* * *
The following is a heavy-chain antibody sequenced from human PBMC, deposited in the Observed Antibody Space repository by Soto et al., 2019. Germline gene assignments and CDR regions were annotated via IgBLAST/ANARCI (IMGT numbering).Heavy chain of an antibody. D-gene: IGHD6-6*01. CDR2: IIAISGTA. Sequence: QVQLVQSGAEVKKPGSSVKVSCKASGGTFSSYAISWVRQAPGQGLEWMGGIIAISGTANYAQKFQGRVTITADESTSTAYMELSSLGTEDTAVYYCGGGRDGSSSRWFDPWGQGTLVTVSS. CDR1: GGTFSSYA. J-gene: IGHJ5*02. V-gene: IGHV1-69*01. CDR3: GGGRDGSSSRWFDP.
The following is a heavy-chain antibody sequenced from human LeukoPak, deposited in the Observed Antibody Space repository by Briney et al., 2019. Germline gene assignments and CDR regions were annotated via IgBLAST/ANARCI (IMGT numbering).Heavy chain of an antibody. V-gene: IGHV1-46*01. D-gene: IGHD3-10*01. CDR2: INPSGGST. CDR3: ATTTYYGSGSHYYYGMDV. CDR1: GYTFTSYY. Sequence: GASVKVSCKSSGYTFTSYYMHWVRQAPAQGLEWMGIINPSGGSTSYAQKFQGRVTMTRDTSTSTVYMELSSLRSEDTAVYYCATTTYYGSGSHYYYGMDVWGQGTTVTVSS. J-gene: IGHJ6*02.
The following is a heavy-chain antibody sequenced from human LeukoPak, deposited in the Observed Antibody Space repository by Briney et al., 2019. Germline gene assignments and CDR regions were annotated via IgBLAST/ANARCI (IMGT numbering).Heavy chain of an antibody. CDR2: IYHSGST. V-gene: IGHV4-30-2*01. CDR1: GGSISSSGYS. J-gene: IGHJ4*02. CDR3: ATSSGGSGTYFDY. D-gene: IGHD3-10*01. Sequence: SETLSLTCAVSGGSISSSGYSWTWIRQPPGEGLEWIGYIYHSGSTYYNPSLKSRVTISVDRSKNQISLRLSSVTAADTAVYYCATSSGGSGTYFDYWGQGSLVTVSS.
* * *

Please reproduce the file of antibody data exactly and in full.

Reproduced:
The following is a heavy-chain antibody sequenced from human PBMC, deposited in the Observed Antibody Space repository by Soto et al., 2019. Germline gene assignments and CDR regions were annotated via IgBLAST/ANARCI (IMGT numbering).Heavy chain of an antibody. D-gene: IGHD6-6*01. CDR2: IIAISGTA. Sequence: QVQLVQSGAEVKKPGSSVKVSCKASGGTFSSYAISWVRQAPGQGLEWMGGIIAISGTANYAQKFQGRVTITADESTSTAYMELSSLGTEDTAVYYCGGGRDGSSSRWFDPWGQGTLVTVSS. CDR1: GGTFSSYA. J-gene: IGHJ5*02. V-gene: IGHV1-69*01. CDR3: GGGRDGSSSRWFDP.
The following is a heavy-chain antibody sequenced from human LeukoPak, deposited in the Observed Antibody Space repository by Briney et al., 2019. Germline gene assignments and CDR regions were annotated via IgBLAST/ANARCI (IMGT numbering).Heavy chain of an antibody. V-gene: IGHV1-46*01. D-gene: IGHD3-10*01. CDR2: INPSGGST. CDR3: ATTTYYGSGSHYYYGMDV. CDR1: GYTFTSYY. Sequence: GASVKVSCKSSGYTFTSYYMHWVRQAPAQGLEWMGIINPSGGSTSYAQKFQGRVTMTRDTSTSTVYMELSSLRSEDTAVYYCATTTYYGSGSHYYYGMDVWGQGTTVTVSS. J-gene: IGHJ6*02.
The following is a heavy-chain antibody sequenced from human LeukoPak, deposited in the Observed Antibody Space repository by Briney et al., 2019. Germline gene assignments and CDR regions were annotated via IgBLAST/ANARCI (IMGT numbering).Heavy chain of an antibody. CDR2: IYHSGST. V-gene: IGHV4-30-2*01. CDR1: GGSISSSGYS. J-gene: IGHJ4*02. CDR3: ATSSGGSGTYFDY. D-gene: IGHD3-10*01. Sequence: SETLSLTCAVSGGSISSSGYSWTWIRQPPGEGLEWIGYIYHSGSTYYNPSLKSRVTISVDRSKNQISLRLSSVTAADTAVYYCATSSGGSGTYFDYWGQGSLVTVSS.